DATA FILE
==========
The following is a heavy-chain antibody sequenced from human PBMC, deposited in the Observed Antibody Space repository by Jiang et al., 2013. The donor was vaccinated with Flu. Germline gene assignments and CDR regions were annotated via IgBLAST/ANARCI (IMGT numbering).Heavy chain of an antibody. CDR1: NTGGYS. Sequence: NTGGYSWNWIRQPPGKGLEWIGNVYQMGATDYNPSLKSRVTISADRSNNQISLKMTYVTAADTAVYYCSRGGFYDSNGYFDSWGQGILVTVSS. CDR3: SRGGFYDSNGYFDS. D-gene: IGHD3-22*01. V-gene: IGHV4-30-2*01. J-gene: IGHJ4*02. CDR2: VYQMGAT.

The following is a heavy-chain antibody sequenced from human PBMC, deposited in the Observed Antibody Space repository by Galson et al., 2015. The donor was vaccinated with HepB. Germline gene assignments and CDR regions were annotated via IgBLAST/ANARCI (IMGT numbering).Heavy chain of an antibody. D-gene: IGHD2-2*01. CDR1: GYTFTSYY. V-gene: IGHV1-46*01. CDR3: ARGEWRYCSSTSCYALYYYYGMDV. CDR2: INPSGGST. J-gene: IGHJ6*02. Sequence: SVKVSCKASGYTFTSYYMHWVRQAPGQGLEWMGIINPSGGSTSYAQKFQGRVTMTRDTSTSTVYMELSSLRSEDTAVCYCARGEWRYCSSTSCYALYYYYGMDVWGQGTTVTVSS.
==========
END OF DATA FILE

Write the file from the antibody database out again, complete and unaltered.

The following is a heavy-chain antibody sequenced from human PBMC, deposited in the Observed Antibody Space repository by Jiang et al., 2013. The donor was vaccinated with Flu. Germline gene assignments and CDR regions were annotated via IgBLAST/ANARCI (IMGT numbering).Heavy chain of an antibody. CDR1: NTGGYS. Sequence: NTGGYSWNWIRQPPGKGLEWIGNVYQMGATDYNPSLKSRVTISADRSNNQISLKMTYVTAADTAVYYCSRGGFYDSNGYFDSWGQGILVTVSS. CDR3: SRGGFYDSNGYFDS. D-gene: IGHD3-22*01. V-gene: IGHV4-30-2*01. J-gene: IGHJ4*02. CDR2: VYQMGAT.

The following is a heavy-chain antibody sequenced from human PBMC, deposited in the Observed Antibody Space repository by Galson et al., 2015. The donor was vaccinated with HepB. Germline gene assignments and CDR regions were annotated via IgBLAST/ANARCI (IMGT numbering).Heavy chain of an antibody. D-gene: IGHD2-2*01. CDR1: GYTFTSYY. V-gene: IGHV1-46*01. CDR3: ARGEWRYCSSTSCYALYYYYGMDV. CDR2: INPSGGST. J-gene: IGHJ6*02. Sequence: SVKVSCKASGYTFTSYYMHWVRQAPGQGLEWMGIINPSGGSTSYAQKFQGRVTMTRDTSTSTVYMELSSLRSEDTAVCYCARGEWRYCSSTSCYALYYYYGMDVWGQGTTVTVSS.